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Communicating engaging nuclear science

Communicating engaging nuclear science

IAEA teacher training

Twenty-five teachers from the Middle East and the Asia Pacific region completed a two-week training course at ANSTO which strengthened their understanding of nuclear science and technology to deliver effective and engaging teaching processes in secondary schools in their respective countries.

“This has been a wonderful opportunity to come together and share our experiences and expertise from across the globe. If we are to grow a more information generation of peoples who have a better understanding of all aspects of nuclear, then it is vitally important that our teachers are supported, : said Cassandra Casey, General Manager ANSTO Communications and Stakeholder Engagement and an IAEA Expert Advisor. 

The course was conducted under the auspices of the International Atomic Energy Agency (IAEA) as a regional technical cooperation project.

A small team of IAEA representatives flew to Australia to contribute to the program, which was coordinated by Rod Dowler, leader, Discovery Centre and IAEA Expert Advisor on Communications and Education. These included Jane Gerardo-Abaya is the Director of the Technical Cooperation programs for Asia Pacific,  a risk and safety expert from Argonne National Laboratory in the US, Dave Grabaskas, and educators Roxanne Villanueva from the Philippines and Habibah Adnan from Malaysia.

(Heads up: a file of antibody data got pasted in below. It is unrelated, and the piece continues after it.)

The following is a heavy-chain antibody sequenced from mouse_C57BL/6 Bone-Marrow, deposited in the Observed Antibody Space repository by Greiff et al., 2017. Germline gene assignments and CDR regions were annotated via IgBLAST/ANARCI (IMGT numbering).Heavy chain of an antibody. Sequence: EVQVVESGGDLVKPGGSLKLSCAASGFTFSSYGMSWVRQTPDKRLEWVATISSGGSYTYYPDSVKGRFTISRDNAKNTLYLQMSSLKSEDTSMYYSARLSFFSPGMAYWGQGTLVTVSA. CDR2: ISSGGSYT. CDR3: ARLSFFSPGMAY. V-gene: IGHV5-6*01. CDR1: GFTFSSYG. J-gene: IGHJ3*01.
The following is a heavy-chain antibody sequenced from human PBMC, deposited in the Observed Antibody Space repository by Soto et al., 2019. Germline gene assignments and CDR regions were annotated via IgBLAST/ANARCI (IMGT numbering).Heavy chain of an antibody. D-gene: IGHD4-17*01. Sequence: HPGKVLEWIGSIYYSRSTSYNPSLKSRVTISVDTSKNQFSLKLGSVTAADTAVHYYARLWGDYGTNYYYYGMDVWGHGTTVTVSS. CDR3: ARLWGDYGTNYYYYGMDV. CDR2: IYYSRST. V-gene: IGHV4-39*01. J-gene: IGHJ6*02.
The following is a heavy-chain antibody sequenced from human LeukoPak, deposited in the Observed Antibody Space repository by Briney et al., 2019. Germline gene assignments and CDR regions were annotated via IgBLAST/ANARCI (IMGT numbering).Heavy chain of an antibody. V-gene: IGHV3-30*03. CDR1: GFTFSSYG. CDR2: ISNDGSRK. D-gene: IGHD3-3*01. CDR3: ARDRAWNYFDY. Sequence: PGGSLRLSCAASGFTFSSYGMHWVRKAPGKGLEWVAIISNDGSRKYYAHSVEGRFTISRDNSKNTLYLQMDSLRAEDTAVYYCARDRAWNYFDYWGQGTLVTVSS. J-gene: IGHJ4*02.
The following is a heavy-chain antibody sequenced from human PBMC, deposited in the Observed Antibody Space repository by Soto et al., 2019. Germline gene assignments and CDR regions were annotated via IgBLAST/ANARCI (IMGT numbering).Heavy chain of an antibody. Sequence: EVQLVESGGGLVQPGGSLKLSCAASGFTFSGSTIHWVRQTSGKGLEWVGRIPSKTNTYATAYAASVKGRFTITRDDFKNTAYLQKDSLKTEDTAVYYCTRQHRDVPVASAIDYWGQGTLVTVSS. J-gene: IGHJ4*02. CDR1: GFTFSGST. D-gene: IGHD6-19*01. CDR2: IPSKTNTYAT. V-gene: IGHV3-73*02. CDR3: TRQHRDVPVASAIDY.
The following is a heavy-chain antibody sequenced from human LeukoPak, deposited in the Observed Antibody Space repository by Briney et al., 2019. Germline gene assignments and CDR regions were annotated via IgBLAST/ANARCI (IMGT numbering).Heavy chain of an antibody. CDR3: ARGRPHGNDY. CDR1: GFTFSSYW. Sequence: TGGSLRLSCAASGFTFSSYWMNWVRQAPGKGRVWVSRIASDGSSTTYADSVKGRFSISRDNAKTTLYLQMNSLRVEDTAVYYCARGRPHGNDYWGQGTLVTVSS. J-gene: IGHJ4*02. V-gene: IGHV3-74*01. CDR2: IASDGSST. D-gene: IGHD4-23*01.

In addition to a range of topics that covered nuclear science, radiation, radioactivity, nuclear technologies and nuclear accidents,  all participants took part in simulations to test their skills, prepared action plans and received accreditation at the conclusion of the program.

The training included tours of ANSTO facilities, which were led by Discovery Centre education officers and briefing by numerous ANSTO experts across the site.  

When the IAEA launched an ambitious initiative to inspire a new generation of nuclear scientists and engineers, it was aimed to engage students at an early age and catalyse their interest in nuclear science and technology.  Our goal is to reach one million students in Asia and the Pacific by 2021, through the TC programme, sensitizing them to the developmental benefits of nuclear science and technology,” said Jane Gerardo-Abaya.

Previous training workshops have been held in Indonesia, Jordan, Malaysia, The Philippines, Japan and the United States.